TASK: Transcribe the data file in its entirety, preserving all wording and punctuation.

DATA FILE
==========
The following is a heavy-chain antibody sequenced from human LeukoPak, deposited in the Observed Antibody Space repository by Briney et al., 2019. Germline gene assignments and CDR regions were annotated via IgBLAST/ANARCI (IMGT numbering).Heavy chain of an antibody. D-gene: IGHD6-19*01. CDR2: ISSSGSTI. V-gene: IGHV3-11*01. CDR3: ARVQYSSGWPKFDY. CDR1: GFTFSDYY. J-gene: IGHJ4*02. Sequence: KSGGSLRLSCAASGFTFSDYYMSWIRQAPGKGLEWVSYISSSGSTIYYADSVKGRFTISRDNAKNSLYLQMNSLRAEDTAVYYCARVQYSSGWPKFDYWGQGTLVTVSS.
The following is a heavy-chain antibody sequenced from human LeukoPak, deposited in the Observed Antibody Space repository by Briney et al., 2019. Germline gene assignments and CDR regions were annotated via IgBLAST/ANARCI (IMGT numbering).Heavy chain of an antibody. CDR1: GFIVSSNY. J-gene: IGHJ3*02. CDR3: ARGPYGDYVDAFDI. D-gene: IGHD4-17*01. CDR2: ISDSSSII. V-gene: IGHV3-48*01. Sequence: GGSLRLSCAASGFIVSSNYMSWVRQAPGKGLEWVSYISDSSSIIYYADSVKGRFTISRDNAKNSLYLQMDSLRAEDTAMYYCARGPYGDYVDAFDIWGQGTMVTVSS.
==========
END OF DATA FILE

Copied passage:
The following is a heavy-chain antibody sequenced from human LeukoPak, deposited in the Observed Antibody Space repository by Briney et al., 2019. Germline gene assignments and CDR regions were annotated via IgBLAST/ANARCI (IMGT numbering).Heavy chain of an antibody. D-gene: IGHD6-19*01. CDR2: ISSSGSTI. V-gene: IGHV3-11*01. CDR3: ARVQYSSGWPKFDY. CDR1: GFTFSDYY. J-gene: IGHJ4*02. Sequence: KSGGSLRLSCAASGFTFSDYYMSWIRQAPGKGLEWVSYISSSGSTIYYADSVKGRFTISRDNAKNSLYLQMNSLRAEDTAVYYCARVQYSSGWPKFDYWGQGTLVTVSS.
The following is a heavy-chain antibody sequenced from human LeukoPak, deposited in the Observed Antibody Space repository by Briney et al., 2019. Germline gene assignments and CDR regions were annotated via IgBLAST/ANARCI (IMGT numbering).Heavy chain of an antibody. CDR1: GFIVSSNY. J-gene: IGHJ3*02. CDR3: ARGPYGDYVDAFDI. D-gene: IGHD4-17*01. CDR2: ISDSSSII. V-gene: IGHV3-48*01. Sequence: GGSLRLSCAASGFIVSSNYMSWVRQAPGKGLEWVSYISDSSSIIYYADSVKGRFTISRDNAKNSLYLQMDSLRAEDTAMYYCARGPYGDYVDAFDIWGQGTMVTVSS.